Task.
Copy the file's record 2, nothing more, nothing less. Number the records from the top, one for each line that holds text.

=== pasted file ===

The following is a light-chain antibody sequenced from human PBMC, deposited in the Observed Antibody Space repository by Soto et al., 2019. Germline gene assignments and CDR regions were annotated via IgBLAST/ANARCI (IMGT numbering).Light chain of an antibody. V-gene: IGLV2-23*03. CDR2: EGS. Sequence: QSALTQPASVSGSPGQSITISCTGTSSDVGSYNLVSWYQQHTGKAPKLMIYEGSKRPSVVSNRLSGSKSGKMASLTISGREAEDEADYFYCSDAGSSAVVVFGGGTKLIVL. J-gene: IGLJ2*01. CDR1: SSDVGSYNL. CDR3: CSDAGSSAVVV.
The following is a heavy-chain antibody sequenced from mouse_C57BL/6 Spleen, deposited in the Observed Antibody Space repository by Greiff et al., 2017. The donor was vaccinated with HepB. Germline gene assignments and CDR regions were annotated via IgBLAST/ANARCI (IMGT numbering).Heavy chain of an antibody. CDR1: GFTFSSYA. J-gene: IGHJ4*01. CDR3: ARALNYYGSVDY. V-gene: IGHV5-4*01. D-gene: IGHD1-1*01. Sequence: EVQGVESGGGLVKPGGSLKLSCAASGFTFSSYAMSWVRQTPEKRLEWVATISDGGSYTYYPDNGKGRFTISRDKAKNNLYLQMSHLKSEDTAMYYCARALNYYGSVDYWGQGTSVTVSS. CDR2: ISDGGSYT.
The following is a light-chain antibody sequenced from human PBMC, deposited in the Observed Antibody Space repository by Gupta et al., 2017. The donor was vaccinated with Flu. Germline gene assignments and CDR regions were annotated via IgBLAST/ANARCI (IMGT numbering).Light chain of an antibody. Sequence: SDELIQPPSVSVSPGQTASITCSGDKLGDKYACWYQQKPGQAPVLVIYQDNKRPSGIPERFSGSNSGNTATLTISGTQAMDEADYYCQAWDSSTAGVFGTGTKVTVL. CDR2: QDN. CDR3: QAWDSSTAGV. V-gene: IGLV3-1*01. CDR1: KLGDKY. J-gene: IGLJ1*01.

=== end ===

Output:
The following is a heavy-chain antibody sequenced from mouse_C57BL/6 Spleen, deposited in the Observed Antibody Space repository by Greiff et al., 2017. The donor was vaccinated with HepB. Germline gene assignments and CDR regions were annotated via IgBLAST/ANARCI (IMGT numbering).Heavy chain of an antibody. CDR1: GFTFSSYA. J-gene: IGHJ4*01. CDR3: ARALNYYGSVDY. V-gene: IGHV5-4*01. D-gene: IGHD1-1*01. Sequence: EVQGVESGGGLVKPGGSLKLSCAASGFTFSSYAMSWVRQTPEKRLEWVATISDGGSYTYYPDNGKGRFTISRDKAKNNLYLQMSHLKSEDTAMYYCARALNYYGSVDYWGQGTSVTVSS. CDR2: ISDGGSYT.